This paper looks into two films individually: The Searcher, directed by John Ford (1956), and Once upon a time in the west, directed by Sergio Leone (1968). It describes their mise-en scene and beyond, introduced first by their corresponding synopsis. A comparison is made at the end.
Synopsis. Although filmed on Navajo land in northern Arizona, The Searchers, begins in 1868 Texas. Ethan Edwards (played by John Wayne), a soldier, returns to his brother's farm after the end of the Civil War where he fought for the Confederacy. It has taken Ethan three years to come home, after fighting on the losing side of the Civil War. Ethan is in love with his brother's wife, Martha, but unlike his brother, he is not the man to settle down and raise a family.
In this film, Ethan Edwards is seeking the two nieces who were abducted during a Comanche raid, in which his brother's family is murdered. Finding the mutilated bodies of his family, Ethan is guilt-ridden, feeling he was not there when he was needed. He thus becomes obsessed with recovering his two nieces and seeking revenge on the Comanche. This fanatic search provides the only rationale for Ethan's life, and he is determined to succeed. "We'll fin'em just as sure as the turning of the earth," he says.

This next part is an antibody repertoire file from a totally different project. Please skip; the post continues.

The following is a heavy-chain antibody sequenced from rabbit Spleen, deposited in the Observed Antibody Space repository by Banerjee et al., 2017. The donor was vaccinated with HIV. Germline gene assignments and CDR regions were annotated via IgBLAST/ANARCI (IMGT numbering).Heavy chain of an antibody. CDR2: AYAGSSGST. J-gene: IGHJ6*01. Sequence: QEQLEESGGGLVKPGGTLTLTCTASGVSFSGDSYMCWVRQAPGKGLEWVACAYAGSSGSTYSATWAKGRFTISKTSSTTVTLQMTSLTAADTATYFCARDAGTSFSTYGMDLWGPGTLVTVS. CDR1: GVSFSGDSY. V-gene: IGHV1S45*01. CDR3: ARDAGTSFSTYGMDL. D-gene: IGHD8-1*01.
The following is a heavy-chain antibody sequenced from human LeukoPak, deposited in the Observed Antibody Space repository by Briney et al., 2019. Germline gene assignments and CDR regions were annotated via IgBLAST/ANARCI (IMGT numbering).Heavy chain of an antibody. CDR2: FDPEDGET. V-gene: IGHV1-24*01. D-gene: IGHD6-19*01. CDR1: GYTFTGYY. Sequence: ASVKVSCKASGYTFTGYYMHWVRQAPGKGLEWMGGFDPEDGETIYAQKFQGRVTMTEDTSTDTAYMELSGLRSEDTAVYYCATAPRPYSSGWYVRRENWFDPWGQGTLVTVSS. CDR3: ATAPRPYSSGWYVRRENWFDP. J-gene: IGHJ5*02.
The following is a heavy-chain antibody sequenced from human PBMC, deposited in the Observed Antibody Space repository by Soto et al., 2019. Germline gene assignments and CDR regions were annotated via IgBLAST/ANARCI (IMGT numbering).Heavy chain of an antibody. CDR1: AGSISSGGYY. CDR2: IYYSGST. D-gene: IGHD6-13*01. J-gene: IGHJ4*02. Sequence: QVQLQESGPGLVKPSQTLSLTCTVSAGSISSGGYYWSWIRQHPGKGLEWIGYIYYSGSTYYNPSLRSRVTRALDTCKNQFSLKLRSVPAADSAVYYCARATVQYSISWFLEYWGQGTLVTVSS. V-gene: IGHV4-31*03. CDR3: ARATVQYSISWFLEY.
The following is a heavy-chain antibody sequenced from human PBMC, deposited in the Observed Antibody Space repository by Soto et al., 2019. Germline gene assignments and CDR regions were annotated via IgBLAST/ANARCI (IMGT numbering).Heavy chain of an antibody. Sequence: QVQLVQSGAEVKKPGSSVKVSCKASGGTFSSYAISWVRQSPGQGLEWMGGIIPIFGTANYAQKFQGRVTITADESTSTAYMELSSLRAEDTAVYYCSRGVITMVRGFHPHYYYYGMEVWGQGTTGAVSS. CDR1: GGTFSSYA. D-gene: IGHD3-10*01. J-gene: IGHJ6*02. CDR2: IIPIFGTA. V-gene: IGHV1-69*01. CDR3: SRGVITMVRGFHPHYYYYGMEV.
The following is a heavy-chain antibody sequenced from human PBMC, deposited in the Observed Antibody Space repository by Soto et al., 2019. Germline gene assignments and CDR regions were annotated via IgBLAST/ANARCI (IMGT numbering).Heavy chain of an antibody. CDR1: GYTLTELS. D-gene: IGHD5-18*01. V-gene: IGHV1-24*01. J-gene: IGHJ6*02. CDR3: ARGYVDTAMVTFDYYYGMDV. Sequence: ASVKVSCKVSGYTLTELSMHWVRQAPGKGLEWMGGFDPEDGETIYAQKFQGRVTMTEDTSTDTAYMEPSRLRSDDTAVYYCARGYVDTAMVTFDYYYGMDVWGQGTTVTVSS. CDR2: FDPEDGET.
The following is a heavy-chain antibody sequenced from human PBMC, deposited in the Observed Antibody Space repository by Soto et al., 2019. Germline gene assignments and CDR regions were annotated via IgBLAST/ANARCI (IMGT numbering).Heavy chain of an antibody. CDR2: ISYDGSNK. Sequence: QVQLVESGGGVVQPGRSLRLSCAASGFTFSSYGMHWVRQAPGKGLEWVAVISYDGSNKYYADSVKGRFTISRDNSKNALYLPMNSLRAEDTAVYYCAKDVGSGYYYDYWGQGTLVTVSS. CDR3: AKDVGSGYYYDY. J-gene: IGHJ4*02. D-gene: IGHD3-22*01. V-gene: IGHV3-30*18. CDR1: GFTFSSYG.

Ethan is a bitter and lo...
Ethan becomes more concerned with executing vengeance than with finding her. During the search, when Ethan is asked, "You wanna quit" he angrily replies, "That'll be the day!" and he repeats this phrase many times in the course of the film.
Theme. Based on a screenplay by Frank S. Nugent from the novel by Alan Le May, "The Searchers" deals with the winning of the West, the struggles between the invading White Man and the Native Americans, the Western Code of Honor, and old-fashioned determination vs. selfish, vengeful spite (Puccio, 2006).
Ethan embodies the most important attributes of the Westerner: individualism, self-sufficiency, strength, non-conformity, and loneliness. In this movie, Ethan's solitariness is stressed visually. The film opens with a magnificent inside framing shot of a cabin door, opening up to high desert red sandstone formations and turquoise sky. Ethan appears out of nowhere, from the desert, and, at the end, after his mission is accomplished, Ethan returns to the desert. In the film's last shot, Wayne stands alone, silhouetted in the door's frame, while other people pass around, ignoring his presence. A shot similar at the beginning bookends the film.
In this film, Ford illustrates the outcomes of racism and Indian hating, a seeming eloquent statement in support of the Civil Rights movement (Puccio, 2006). Consider the following conversation -
Brad (to Ethan, as they follow the Comanche): They gotta stop sometime; if they're human men at all, they've gotta stop.
Ethan: A human rides a horse until it dies, and then goes on afoot. Comanch' comes along, gets that horse up, rides him twenty more miles ... then eats him.
Techniques. In the story, drawn away